This course has been updated! We now recommend you take the State Machines in JavaScript with XState, v2 course.

Check out a free preview of the full State Machines in JavaScript with XState course:
The "History States" Lesson is part of the full, State Machines in JavaScript with XState course featured in this preview video. Here's what you'd learn in this lesson:

David explains that a history state allows going back to the last visited child of a parent state. History states are mostly useful when working with hierarchical and parallel states.

Get Unlimited Access Now

Transcript from the "History States" Lesson

>> We have a small problem with the with the machine that we talked about in hierarchical states. So this works fine when we have a hidden state and we go to visible then we switch between light and dark. And so we're setting our preference inside the visible state, whether we want light mode or dark mode.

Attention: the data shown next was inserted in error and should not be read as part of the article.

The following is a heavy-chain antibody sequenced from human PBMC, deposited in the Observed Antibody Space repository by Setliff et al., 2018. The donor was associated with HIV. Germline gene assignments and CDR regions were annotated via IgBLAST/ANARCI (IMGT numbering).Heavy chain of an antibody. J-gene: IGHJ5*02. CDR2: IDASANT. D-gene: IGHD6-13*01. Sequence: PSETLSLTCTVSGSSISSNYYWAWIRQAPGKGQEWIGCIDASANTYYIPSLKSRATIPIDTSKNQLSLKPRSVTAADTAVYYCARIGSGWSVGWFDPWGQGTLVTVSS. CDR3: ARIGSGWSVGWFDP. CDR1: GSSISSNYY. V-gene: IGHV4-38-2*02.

[00:00:20] But the problem that you could see in this chart is that when you turn off the display, it goes to hidden and when you turn on, it goes directly to the light one. So if you prefer dark mode, this gets pretty annoying because you're gonna have to keep switching back to dark mode.

[00:00:38] And this isn't really favorable. So what we could do instead is introduced history states. And so what this is saying is that when we're in the hidden state and be turned on event happens, we go to visible.hist and so we specified this hist as a history state, this is just convention you could call it whatever you want.

[00:01:01] And what this is going to say is go to the last, the last visited child state of this visible state. So it the last date that we were in, in this visible state was dark, then when we turn off and when we turn on again, it's going to go back to dark instead of directly to lights.

[00:01:23] And that's what that history state allows you to do. History states are knots for going back and forth between different states. That's something that you should use context for history states are all about the last visited child of a parent state. So it's most useful for hierarchical and parallel states which we're going to talk about next.